On December 1st, the first year of the mandate of the president of Mexico, Andrés Manuel López Obrador, was celebrated, this being a six-year term that has aroused love and hate.
Andrés Manuel López Obrador, president of Mexico. / Photo: AP
LatinAmerican Post | Juliana Suárez
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Leer en español: Thus ends López Obrador's first year in Mexico
From the results of the elections that threw him as a winner, it was hoped that his mandate would not be easy and would bring distrust both politically and economically. This, as AMLO became the first president of the left in the history of Mexico, in addition to coming from a long wave of six-year-old center-right as was Enrique Peña Nieto, and the past of Felipe Calderón and Vicente Fox, whose Parties (PRI and PAN) are still two of the main ones in the country.
The flag that came to AMLO's presidency was one against corruption, as the previous government had caused distrust of multiple corruption issues. Faced with this, AMLO promised to make a difference and for this, he made some decisions considered by some as populists, such as getting rid of the presidential aircraft fleets to travel on commercial flights.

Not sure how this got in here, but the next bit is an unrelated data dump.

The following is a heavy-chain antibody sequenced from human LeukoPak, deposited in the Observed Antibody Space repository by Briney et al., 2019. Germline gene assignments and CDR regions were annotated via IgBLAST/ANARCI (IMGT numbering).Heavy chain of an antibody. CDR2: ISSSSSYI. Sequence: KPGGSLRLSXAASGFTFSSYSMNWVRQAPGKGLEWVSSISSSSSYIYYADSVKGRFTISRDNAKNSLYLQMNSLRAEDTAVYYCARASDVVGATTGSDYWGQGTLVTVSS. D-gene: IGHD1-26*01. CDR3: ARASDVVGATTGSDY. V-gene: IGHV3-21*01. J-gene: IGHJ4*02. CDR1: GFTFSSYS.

In any case, the fight against corruption catapulted him into the presidency in 2018. However, once he arrived, AMLO has had to face much more than that because, as is well known, issues such as drug trafficking and migration make an essential part of the development of a central country in the continent such as Mexico.
These are some of the battles that the Mexican president has had to face in his first year of government and how he has solved them.